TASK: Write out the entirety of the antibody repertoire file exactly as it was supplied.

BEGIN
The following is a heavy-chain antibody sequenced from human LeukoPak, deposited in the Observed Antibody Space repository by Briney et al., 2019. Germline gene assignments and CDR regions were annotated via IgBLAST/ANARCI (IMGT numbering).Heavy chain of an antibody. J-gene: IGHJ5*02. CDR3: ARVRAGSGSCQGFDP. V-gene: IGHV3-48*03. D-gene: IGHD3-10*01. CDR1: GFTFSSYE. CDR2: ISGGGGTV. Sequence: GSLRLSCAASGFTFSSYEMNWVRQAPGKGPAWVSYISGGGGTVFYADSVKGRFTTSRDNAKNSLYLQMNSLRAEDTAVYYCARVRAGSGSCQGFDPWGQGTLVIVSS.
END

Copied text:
The following is a heavy-chain antibody sequenced from human LeukoPak, deposited in the Observed Antibody Space repository by Briney et al., 2019. Germline gene assignments and CDR regions were annotated via IgBLAST/ANARCI (IMGT numbering).Heavy chain of an antibody. J-gene: IGHJ5*02. CDR3: ARVRAGSGSCQGFDP. V-gene: IGHV3-48*03. D-gene: IGHD3-10*01. CDR1: GFTFSSYE. CDR2: ISGGGGTV. Sequence: GSLRLSCAASGFTFSSYEMNWVRQAPGKGPAWVSYISGGGGTVFYADSVKGRFTTSRDNAKNSLYLQMNSLRAEDTAVYYCARVRAGSGSCQGFDPWGQGTLVIVSS.